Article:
Putin Isn't Directly Implicated By Panama Papers

The Panama Papers are the biggest data leak in history. Around 11.5 million documents were revealed by the International Consortium of Investigative Journalists on Sunday. The documents came from Panamanian law firm Mossack Fonseca and reveal how over 140 world leaders, celebrities, and businessmen have allegedly avoided paying taxes by placing their money in offshore accounts. Among some of the figures tied to the massive leak — or directly implicated by it — are Russian President Vladimir Putin, Pakistani Prime Minister Nawaz Sharif, and Icelandic Prime Minister Sigmundur David Gunnlaugsson. Given that the Western media has essentially made him the face of this data leak, what do the Panama Papers actually say about Putin?

The papers point to over 200 countries and 72 former and current heads of state, but the one name that has spread across media reports like fire is Putin's. According to The Guardian, the papers reveal a $2 billion trail that leads to Putin — or more specifically, his "inner circle" — starting with his friend Sergei Roldugin, who is reportedly at the center of the scandal. Other world leaders have been directly implicated by the leaks, including British Prime Minister David Cameron, Saudi Arabia's King Salman, and Syrian President Bashar al-Assad, but their names have been less popular following Sunday's data dump.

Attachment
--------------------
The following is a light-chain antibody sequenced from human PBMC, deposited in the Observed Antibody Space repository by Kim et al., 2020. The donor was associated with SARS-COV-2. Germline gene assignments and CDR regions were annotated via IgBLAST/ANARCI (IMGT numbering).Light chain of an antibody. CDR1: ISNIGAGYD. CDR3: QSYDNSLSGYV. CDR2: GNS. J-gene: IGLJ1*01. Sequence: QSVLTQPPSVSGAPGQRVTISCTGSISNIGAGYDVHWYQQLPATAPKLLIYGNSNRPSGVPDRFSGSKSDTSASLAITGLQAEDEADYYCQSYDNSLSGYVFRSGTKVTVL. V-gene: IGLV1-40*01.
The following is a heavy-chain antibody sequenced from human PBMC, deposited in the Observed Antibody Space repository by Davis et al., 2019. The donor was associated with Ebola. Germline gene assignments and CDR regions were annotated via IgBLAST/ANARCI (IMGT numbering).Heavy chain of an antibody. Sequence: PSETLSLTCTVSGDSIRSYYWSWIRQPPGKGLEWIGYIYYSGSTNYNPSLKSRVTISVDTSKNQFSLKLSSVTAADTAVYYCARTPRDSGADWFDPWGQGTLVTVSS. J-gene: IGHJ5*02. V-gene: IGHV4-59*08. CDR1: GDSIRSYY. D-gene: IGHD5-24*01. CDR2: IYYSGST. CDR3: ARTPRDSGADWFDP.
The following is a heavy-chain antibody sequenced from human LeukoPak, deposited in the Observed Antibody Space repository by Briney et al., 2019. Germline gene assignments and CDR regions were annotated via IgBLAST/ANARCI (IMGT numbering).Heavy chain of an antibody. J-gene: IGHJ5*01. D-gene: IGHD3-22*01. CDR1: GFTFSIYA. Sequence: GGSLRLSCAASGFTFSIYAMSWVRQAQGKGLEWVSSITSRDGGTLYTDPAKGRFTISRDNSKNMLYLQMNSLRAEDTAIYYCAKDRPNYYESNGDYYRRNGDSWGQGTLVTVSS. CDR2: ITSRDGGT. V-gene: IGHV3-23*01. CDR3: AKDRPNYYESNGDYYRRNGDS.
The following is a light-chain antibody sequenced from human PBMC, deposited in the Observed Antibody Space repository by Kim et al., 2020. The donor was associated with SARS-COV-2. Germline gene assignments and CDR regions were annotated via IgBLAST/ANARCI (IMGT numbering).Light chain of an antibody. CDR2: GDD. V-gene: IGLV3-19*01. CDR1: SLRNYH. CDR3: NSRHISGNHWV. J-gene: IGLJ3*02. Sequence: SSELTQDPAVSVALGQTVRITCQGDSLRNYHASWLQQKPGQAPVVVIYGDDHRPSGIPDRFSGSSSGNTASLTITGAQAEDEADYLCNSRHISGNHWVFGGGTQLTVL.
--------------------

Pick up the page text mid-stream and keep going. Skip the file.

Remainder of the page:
Even so, Putin's name has not directly been mentioned in any of the documents covered so far, according to Russia Today, signifying a less-than-modest media frenzy over Putin's unfounded implication in this scandal. The outlet attributes Putin's status as the face of the leaks to clickbait. Putin's spokesperson, Dmitry Peskov, likened the leaks to "Putinophobia," claiming that the documents were released as a plot to "destabilize the situation in Russia ahead of elections."

Mossack Fonseca is the fourth-largest offshore law firm in the world, and has stood by their claim that their actions have been legal. In a statement released to The Guardian, they claim that their actions "always complied with international protocols." There are yet to be any documents associated with any American citizens, politicians and businessmen alike. James Henry, economist and senior adviser to the Tax Justice Network, told Fusion that's because, "Americans really don’t need to go to Panama. Basically, we have an onshore haven industry in the U.S. that is as secretive as anywhere."

WikiLeaks is currently contemplating releasing the documents in a searchable form — like Hillary Clinton's emails — making them easier to sift through.

So what exactly do the Panama Papers say about Putin? His name just happens to be the one that is helping to spread news of these leaks.